Linda Crampton (author) from British Columbia, Canada on March 20, 2013:

Thank you very much, Kathryn! I appreciate your comment.

Kathryn from Windsor, Connecticut on March 20, 2013:

This is very informative article on witch hazel! I was expecting just a little bit of information, and you actually expanded my knowledge of the plant and the uses for witch hazel. It is in some things I didn't realize.

Thanks for sharing this with us.

Linda Crampton (author) from British Columbia, Canada on July 28, 2012:

Hi, David 470. Thanks for the comment. I've never tried using witch hazel for acne, but I've read conflicting reports about its effect. Some people love it for this use while other people say that it doesn't work. Thank you for sharing your experience.

David 470 from Pennsylvania, United States on July 28, 2012:

I tried using witch hazel for acne. It seems like it works to an extent -- it produces strange results, however. Initially it does not does like it will do anything, but eventually my acne gets dried up and disinigrates kind of.

Great hub! Nice to see a hub on this because I always wondered about witch hazel

Linda Crampton (author) from British Columbia, Canada on July 28, 2012:

Thank you very much for the comment, cloverleaffarm. I appreciate the vote and the share!

Healing Herbalist from The Hamlet of Effingham on July 28, 2012:

Great hub. Love witch hazel. I use it in many of my products for it's awesome healing benefits. Voted up and shared.

Linda Crampton (author) from British Columbia, Canada on July 28, 2012:

Thank you for the comment and votes, sgbrown! Yes, witch hazel is a useful substance to have in the house. I like having it available!

Sheila Brown from Southern Oklahoma on July 28, 2012:

Great information. I have heard of witch hazel but I wasn't aware of all it's uses. It sound like I need to pick some up and keep it handy around the house. Voted up and useful!

Linda Crampton (author) from British Columbia, Canada on July 28, 2012:

Hi, Peggy. Yes, I find it very interesting when traditional folk medicines are found to be effective today! Thank you very much for the comment, the votes and the share.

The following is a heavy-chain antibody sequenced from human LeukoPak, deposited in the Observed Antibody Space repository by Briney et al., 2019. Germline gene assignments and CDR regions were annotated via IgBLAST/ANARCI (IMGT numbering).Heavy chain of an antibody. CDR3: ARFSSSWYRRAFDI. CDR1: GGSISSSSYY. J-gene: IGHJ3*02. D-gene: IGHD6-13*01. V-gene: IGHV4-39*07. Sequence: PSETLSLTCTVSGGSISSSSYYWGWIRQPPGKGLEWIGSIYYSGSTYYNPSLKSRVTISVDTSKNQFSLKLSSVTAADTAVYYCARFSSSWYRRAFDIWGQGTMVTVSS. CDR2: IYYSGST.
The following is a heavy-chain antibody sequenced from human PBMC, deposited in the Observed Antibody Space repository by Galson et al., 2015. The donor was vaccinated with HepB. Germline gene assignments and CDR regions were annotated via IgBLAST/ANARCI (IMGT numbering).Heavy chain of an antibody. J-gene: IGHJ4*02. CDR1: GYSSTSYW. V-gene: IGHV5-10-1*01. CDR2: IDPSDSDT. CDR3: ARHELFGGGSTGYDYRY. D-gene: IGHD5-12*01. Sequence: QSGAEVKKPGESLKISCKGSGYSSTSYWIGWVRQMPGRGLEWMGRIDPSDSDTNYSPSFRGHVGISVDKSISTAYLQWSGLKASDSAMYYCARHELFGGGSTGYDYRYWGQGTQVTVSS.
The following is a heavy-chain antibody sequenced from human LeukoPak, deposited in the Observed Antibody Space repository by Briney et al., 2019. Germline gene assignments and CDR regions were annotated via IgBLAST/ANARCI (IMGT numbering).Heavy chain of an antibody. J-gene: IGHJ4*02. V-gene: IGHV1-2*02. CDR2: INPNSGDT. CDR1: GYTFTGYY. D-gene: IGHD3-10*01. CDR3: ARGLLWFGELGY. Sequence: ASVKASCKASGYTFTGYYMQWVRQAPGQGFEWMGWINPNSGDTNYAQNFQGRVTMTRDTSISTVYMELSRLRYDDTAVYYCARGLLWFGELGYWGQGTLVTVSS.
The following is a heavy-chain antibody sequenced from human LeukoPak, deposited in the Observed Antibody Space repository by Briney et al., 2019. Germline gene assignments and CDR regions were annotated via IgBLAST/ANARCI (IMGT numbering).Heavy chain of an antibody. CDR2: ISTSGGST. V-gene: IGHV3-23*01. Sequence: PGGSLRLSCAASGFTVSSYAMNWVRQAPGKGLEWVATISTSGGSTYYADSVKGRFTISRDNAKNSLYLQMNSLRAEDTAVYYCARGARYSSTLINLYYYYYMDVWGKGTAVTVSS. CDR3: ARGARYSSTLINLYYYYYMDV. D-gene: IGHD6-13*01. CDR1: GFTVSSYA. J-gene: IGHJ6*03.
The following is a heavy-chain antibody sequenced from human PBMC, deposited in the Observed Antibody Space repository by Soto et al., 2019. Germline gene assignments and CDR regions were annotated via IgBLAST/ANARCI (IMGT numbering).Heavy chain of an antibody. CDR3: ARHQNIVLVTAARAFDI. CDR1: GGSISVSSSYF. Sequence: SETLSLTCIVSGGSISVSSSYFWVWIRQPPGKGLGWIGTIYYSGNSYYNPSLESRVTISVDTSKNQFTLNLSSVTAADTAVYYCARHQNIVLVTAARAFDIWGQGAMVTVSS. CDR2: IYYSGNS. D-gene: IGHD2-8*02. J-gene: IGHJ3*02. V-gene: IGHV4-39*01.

Peggy Woods from Houston, Texas on July 28, 2012:

Hi Alicia,

Some of these old fashioned remedies turn out to be factually based when tested as is the case with witch hazel. I really enjoyed that first video where the person shows what the trees/shrubs and leaves look like for accurate identifying purposes. This information + yours is good to know. Voted up, useful, interesting and will share. Thanks!

Linda Crampton (author) from British Columbia, Canada on July 23, 2012:

Thank you, theraggededge. My mother never used witch hazel when she was treating my wounds, as far as I can remember. I'm glad that I discovered it as an adult.

Bev G from Wales, UK on July 23, 2012:

My mother always had a bottle in the bathroom cabinet. I think she used it as a cleanser or skin tonic. I remember being dabbed with it but don't know why - probably a bruise or scrape (ouch!). I think we used it in place of iodine.

Interesting information. Thank you.

Linda Crampton (author) from British Columbia, Canada on July 23, 2012:

Thank you for the visit and the vote, teaches. Yes, witch hazel is an old remedy, but it's still very useful!

Dianna Mendez on July 23, 2012:

Witch Hazel was a common household remedy for many things back in the 50's. I remember my mother mentioning this to her friends and encouraging them to use it for cuts, etc. I am going to have to look this up next time I am at the store. Voted up.

Linda Crampton (author) from British Columbia, Canada on July 23, 2012:

Thank you for the visit, the comment and the vote, Lesley. I'm sure you will find witch hazel very useful! Best wishes to you, as well.

Movie Master from United Kingdom on July 23, 2012:

Hi Alicia, I had heard that Witch hazel has some great healing qualities but have never used it - thank you for this interesting information, it certainly is something I will buy now and I am sure I will find plenty of uses for it!